Within weeks of each other in 2009, two students were seriously injured in falls from upper-story fraternity windows. It happened again at another Idaho fraternity in 2011, and again in 2012. A student celebrating his 21st birthday in 2010 took at least 15 shots in less than 3 hours and died of alcohol poisoning in his fraternity house. In 2013, a freshman wandered away from a fraternity party and froze to death under a bridge. Later that year, a University of Idaho student was sentenced to 15 years in prison for raping another student in the bushes behind a fraternity house as a party continued inside.
In February, the dean of students' office found the fraternity Phi Gamma Delta to be in violation of the university’s hazing polices.The fraternity quickly agreed to accept the sanctions proposed by the office. As part of the agreement, freshman members were no longer allowed to live in the house and the chapter was put on probation for three years.
At Idaho, Greek organizations accused of violating university rules have the choice of having their case heard by the Greek Community Standards Board or simply having the dean of students decide the sanctions. Phi Gamma Delta originally agreed to the latter, but the fraternity later changed its mind and asked instead for the case to be heard by the Greek Community Standards Board -- a panel that is comprised nearly entirely of Greek students and alumni.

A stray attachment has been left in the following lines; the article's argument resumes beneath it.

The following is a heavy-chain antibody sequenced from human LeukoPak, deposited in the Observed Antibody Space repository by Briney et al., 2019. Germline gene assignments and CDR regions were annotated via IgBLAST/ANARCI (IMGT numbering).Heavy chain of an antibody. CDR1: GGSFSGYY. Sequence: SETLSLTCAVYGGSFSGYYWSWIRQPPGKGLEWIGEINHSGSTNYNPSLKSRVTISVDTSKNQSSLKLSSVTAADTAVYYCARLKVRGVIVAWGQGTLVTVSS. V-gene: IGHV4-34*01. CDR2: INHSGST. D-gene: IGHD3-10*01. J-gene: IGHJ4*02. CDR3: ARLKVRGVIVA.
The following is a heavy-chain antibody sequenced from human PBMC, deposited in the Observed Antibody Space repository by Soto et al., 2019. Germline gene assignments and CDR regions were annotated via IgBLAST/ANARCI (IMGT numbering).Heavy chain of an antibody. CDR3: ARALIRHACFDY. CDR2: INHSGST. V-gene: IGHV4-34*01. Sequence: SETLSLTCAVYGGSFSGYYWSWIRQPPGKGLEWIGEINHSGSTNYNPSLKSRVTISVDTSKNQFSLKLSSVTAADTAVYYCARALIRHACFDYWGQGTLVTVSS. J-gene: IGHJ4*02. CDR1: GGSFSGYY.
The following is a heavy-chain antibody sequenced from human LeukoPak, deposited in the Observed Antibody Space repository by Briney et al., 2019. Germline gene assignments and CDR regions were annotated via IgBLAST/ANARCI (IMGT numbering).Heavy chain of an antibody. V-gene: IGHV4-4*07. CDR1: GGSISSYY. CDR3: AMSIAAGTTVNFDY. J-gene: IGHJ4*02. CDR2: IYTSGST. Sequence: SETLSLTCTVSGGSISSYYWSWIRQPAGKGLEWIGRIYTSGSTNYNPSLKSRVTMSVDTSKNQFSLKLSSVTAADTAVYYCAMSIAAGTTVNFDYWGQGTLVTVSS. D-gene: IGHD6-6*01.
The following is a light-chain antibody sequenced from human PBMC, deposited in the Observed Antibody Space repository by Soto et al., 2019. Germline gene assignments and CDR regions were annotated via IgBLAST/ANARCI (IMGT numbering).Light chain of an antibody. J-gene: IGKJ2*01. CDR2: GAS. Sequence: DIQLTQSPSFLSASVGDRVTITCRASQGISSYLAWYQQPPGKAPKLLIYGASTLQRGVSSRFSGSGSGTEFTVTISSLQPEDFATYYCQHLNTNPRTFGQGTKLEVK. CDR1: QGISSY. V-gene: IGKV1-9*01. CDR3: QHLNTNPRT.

The standards board rarely decides cases as serious as hazing, university officials said, but after fraternity members said they thought the original process was unfair, Phi Gamma Delta was allowed to withdraw its acceptance of the sanctions. There are no rules saying hazing allegations cannot be handled by the board.
That decision also came after the provost’s office received several phone calls and e-mails from the chapter's alumni. Aiken said the original investigation into the allegations still stands, but the Greek Community Standards Board will use that investigation to “make recommendations about what they think transpired” and what the appropriate sanctions are.
She said she disagreed with the suggestion that fraternity alumni directly influenced the decision.
“The University of Idaho has a long history of a vibrant Greek community,” Aiken said. “We are always interested in what our alumni are thinking and are open to them providing input on any topic, but ultimately the university is responsible for student welfare, not alumni. The University of Idaho would not allow any alumni to unduly influence any decision it makes.”
John Bradbury, a lawyer for the fraternity, also denied that the fraternity’s alumni had any outsize influence on how the university will sanction the chapter. Instead, Bradbury said, the alumni just conveyed that they thought the case should have been handled by the Greek Community Standards Board from the start. “The alumni don’t run the university; the rules run the university,” Bradbury said. “[Chatriand] explained that he didn’t think he was able to fulfill his job. We didn’t think he fulfilled his job as it should have been fulfilled, either.”
On social media this week, other students and alumni reacted to the news with surprise and disappointment. While Chatriand had only been dean of students since January, he had worked at the University of Idaho for five years.
"I suspect his decision to leave wasn't easy and, was one he felt was morally right," one recent graduate wrote on Facebook. "I actually question why the administration didn't back him or support his opinion. I worry that the next dean of students will follow the direction of the administration with no question. After all, it is a 'good old boys' club.'"